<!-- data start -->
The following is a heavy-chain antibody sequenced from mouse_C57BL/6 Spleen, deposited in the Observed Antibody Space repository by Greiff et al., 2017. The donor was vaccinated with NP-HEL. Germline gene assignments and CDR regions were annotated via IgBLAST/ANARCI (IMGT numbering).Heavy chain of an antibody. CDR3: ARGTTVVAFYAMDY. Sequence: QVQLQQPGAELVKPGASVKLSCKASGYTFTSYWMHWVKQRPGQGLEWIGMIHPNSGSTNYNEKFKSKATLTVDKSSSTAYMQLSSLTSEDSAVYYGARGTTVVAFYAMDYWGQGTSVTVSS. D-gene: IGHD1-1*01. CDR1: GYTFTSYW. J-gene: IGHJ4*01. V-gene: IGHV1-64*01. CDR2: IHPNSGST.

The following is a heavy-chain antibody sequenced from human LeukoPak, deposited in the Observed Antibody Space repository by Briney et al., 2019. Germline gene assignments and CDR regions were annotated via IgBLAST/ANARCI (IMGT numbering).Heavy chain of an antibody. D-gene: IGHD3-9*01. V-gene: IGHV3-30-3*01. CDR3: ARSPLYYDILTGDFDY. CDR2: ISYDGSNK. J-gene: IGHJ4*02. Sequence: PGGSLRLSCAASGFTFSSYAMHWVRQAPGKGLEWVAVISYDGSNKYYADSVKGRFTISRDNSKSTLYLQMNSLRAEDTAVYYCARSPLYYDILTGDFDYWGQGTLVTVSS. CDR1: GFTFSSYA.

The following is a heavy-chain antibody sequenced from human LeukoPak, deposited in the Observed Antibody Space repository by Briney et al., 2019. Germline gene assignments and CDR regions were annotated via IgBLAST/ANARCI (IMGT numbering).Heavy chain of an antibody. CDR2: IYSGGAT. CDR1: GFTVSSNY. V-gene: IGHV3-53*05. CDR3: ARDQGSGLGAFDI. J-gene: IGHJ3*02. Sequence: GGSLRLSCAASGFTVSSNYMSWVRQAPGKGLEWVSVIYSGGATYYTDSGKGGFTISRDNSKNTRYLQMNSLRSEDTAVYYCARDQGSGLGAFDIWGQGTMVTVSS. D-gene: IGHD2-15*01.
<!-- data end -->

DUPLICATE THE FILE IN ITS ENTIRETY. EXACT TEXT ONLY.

The following is a heavy-chain antibody sequenced from mouse_C57BL/6 Spleen, deposited in the Observed Antibody Space repository by Greiff et al., 2017. The donor was vaccinated with NP-HEL. Germline gene assignments and CDR regions were annotated via IgBLAST/ANARCI (IMGT numbering).Heavy chain of an antibody. CDR3: ARGTTVVAFYAMDY. Sequence: QVQLQQPGAELVKPGASVKLSCKASGYTFTSYWMHWVKQRPGQGLEWIGMIHPNSGSTNYNEKFKSKATLTVDKSSSTAYMQLSSLTSEDSAVYYGARGTTVVAFYAMDYWGQGTSVTVSS. D-gene: IGHD1-1*01. CDR1: GYTFTSYW. J-gene: IGHJ4*01. V-gene: IGHV1-64*01. CDR2: IHPNSGST.

The following is a heavy-chain antibody sequenced from human LeukoPak, deposited in the Observed Antibody Space repository by Briney et al., 2019. Germline gene assignments and CDR regions were annotated via IgBLAST/ANARCI (IMGT numbering).Heavy chain of an antibody. D-gene: IGHD3-9*01. V-gene: IGHV3-30-3*01. CDR3: ARSPLYYDILTGDFDY. CDR2: ISYDGSNK. J-gene: IGHJ4*02. Sequence: PGGSLRLSCAASGFTFSSYAMHWVRQAPGKGLEWVAVISYDGSNKYYADSVKGRFTISRDNSKSTLYLQMNSLRAEDTAVYYCARSPLYYDILTGDFDYWGQGTLVTVSS. CDR1: GFTFSSYA.

The following is a heavy-chain antibody sequenced from human LeukoPak, deposited in the Observed Antibody Space repository by Briney et al., 2019. Germline gene assignments and CDR regions were annotated via IgBLAST/ANARCI (IMGT numbering).Heavy chain of an antibody. CDR2: IYSGGAT. CDR1: GFTVSSNY. V-gene: IGHV3-53*05. CDR3: ARDQGSGLGAFDI. J-gene: IGHJ3*02. Sequence: GGSLRLSCAASGFTVSSNYMSWVRQAPGKGLEWVSVIYSGGATYYTDSGKGGFTISRDNSKNTRYLQMNSLRSEDTAVYYCARDQGSGLGAFDIWGQGTMVTVSS. D-gene: IGHD2-15*01.